Today's news from the US IRS has been blamed for the recent price slump, yet the bitcoin fractal like the gold fractal suggest the market players have set bitcoin up for a slump to $9000 USD long before the IRS news hit the wire.

Get the impression some market players missed out on the b...

more from Chart School

Digital Currencies

New Zealand Becomes 1st Country To Legalize Payment Of Salaries In Crypto

Courtesy of ZeroHedge View original post here.

Bitcoin and other cryptocurrencies have been on a persistent upswing this year, but they're still pretty volatile. But during a time when even some of the most developed economies in the word are watching their currencies bounce around like the Argentine peso (just take a look at a six-month chart for GBPUSD), New Zealand has decided to take the plunge and become the first country to legalize payment in bitcoin, the FT reports.

The ruling by New Zealand’s tax authority allows salaries and wages to b...



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Mapping The Market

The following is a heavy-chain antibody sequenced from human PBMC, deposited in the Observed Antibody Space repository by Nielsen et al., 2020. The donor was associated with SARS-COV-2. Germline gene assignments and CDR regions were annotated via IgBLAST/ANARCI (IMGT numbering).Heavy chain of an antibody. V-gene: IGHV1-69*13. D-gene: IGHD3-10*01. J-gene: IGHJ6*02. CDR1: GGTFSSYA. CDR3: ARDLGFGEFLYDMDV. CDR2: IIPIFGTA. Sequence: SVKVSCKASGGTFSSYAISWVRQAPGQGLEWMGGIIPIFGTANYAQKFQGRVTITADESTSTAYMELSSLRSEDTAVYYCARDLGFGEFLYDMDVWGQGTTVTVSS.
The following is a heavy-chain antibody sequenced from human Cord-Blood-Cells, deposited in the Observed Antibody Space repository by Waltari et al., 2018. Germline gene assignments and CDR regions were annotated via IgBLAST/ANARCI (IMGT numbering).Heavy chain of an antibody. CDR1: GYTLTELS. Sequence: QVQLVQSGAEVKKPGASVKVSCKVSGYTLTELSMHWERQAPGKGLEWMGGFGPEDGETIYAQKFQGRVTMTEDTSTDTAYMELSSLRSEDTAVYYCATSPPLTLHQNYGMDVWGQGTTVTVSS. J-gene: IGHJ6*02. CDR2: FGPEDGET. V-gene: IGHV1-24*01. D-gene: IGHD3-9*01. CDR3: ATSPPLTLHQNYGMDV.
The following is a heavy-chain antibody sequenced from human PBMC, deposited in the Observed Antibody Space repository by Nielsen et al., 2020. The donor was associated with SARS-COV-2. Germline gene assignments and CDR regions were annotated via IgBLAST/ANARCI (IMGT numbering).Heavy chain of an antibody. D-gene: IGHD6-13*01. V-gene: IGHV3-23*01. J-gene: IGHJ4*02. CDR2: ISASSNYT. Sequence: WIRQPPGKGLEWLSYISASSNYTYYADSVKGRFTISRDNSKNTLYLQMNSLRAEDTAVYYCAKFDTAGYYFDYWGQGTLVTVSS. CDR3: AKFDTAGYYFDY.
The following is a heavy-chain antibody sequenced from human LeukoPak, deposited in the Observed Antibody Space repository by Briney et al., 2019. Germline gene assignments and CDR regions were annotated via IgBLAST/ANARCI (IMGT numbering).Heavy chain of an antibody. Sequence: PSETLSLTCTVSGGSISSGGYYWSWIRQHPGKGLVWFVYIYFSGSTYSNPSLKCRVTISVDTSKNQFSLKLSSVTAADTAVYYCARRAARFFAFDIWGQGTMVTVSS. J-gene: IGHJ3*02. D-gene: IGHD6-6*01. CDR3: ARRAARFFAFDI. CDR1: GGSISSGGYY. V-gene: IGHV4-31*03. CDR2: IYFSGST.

How IPOs Are Priced

Via Jean Luc 

Funny but probably true:

...

more from M.T.M.

Biotech

DNA testing companies offer telomere testing - but what does it tell you about aging and disease risk?

Reminder: We're is available to chat with Members, comments are found below each post.

 

DNA testing companies offer telomere testing – but what does it tell you about aging and disease risk?

A telomere age test kit from Telomere Diagnostics Inc. and saliva. collection kit from 23andMe. Anna Hoychuk/Shutterstock.com

Courtesy of Patricia Opresko, University of Pittsburgh and Elise Fouquerel, ...



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Members' Corner

Despacito - How to Make Money the Old-Fashioned Way - SLOWLY!